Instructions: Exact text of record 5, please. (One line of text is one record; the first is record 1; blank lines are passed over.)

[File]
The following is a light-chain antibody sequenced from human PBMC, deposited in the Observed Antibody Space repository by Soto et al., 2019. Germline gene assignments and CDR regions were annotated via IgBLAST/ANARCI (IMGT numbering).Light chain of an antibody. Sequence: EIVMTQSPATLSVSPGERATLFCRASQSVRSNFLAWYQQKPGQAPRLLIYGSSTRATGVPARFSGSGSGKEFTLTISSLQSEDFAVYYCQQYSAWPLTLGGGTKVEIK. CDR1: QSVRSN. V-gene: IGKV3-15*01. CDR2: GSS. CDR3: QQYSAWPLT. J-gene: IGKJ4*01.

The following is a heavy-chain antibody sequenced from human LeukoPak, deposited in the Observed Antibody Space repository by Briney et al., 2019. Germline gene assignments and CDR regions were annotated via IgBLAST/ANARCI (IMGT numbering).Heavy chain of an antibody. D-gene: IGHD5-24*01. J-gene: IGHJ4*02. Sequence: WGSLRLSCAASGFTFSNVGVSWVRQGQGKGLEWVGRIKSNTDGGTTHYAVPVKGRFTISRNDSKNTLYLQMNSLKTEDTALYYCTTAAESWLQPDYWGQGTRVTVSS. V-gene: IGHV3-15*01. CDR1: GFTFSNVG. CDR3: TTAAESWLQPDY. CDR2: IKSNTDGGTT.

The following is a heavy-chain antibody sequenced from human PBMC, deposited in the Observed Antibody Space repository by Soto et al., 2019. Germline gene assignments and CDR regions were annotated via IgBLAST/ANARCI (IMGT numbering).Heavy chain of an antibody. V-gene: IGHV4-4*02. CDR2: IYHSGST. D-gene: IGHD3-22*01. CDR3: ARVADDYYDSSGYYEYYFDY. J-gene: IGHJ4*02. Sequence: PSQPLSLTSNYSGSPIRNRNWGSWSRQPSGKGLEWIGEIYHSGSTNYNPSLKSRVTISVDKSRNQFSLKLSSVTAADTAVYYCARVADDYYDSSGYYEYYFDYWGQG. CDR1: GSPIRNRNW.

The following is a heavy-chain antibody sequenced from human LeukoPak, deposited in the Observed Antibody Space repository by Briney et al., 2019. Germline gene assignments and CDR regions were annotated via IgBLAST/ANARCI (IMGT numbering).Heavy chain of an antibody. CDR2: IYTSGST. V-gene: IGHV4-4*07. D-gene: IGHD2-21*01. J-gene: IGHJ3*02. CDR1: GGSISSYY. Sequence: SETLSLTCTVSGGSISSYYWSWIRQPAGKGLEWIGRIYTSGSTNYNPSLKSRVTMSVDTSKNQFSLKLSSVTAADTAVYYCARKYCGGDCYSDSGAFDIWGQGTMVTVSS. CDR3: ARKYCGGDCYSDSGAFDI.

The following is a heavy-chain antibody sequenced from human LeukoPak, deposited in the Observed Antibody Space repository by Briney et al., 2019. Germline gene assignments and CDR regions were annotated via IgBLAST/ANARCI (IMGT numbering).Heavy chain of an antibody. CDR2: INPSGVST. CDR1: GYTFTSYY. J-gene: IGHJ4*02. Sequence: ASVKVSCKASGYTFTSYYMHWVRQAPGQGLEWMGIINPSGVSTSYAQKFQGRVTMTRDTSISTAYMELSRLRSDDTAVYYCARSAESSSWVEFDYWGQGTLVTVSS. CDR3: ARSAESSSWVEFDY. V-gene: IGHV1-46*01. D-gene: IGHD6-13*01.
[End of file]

The following is a heavy-chain antibody sequenced from human LeukoPak, deposited in the Observed Antibody Space repository by Briney et al., 2019. Germline gene assignments and CDR regions were annotated via IgBLAST/ANARCI (IMGT numbering).Heavy chain of an antibody. CDR2: INPSGVST. CDR1: GYTFTSYY. J-gene: IGHJ4*02. Sequence: ASVKVSCKASGYTFTSYYMHWVRQAPGQGLEWMGIINPSGVSTSYAQKFQGRVTMTRDTSISTAYMELSRLRSDDTAVYYCARSAESSSWVEFDYWGQGTLVTVSS. CDR3: ARSAESSSWVEFDY. V-gene: IGHV1-46*01. D-gene: IGHD6-13*01.